My new heart doctor is a kid, looks like right out of medical school (like one I had at my private doctor’s office in Atenas once) or maybe I am just old! 🙂 He was very nice and tried to explain simply to me in English (most of the younger ones speak English) why my current EKG did not show an arrhythmia this time but I still have the condition and he is going to keep me on the same medication, Atenolol and a baby aspirin every day. Last year the doctor wrote one prescription, signed it, then made 11 more copies on his copier and printed out official-looking 12 stickers from another machine with changing numbers and stuck one on each of my 12 months prescriptions. (They are not allowed to give out more than one month of any drug at anytime.) I take these prescriptions once a month to the Public Clinic Pharmacy here in Atenas to be filled for free! Last year he even included the baby aspirin.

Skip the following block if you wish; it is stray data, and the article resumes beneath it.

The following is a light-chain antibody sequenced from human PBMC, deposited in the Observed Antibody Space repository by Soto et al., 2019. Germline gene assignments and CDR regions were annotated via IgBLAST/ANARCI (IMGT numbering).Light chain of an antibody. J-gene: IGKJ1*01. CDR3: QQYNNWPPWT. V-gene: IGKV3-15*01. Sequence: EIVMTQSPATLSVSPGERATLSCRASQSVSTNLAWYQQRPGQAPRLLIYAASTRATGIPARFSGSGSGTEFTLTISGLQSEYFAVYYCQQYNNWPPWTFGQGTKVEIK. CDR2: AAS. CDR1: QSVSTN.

Dr. Garcia said they have now consolidated that at the front desk and I had to take my folder back up front and wait in line again for the front desk to print out my prescriptions and make my appointments for next year. I waited about 15 minutes in the same line when one lady called out my name again and took my folder and typed a lot in her computer, then she said (all in Spanish with a nearby lady helping me where I did not understand) “We no longer make appointments a year ahead. You must come back to the “platforma” in main lobby in March to make your appointments – so it was moved from Doc to front desk and now to main lobby in a later month – hmm. I had almost forgot about prescriptions then turned around and asked about that and she told me through the nice lady translator that I had to wait until Monday and then go to the Farmacia in the lobby for the prescriptions. She pointed to which slip I took there and which one for next March. Bureaucracy in paradise! So now I get to go back Monday and again next March 20 (which is sort of an appointment to get an appointment which I now remembered happened once before.) Maybe they think I’ll give up and not return or just die before then! 🙂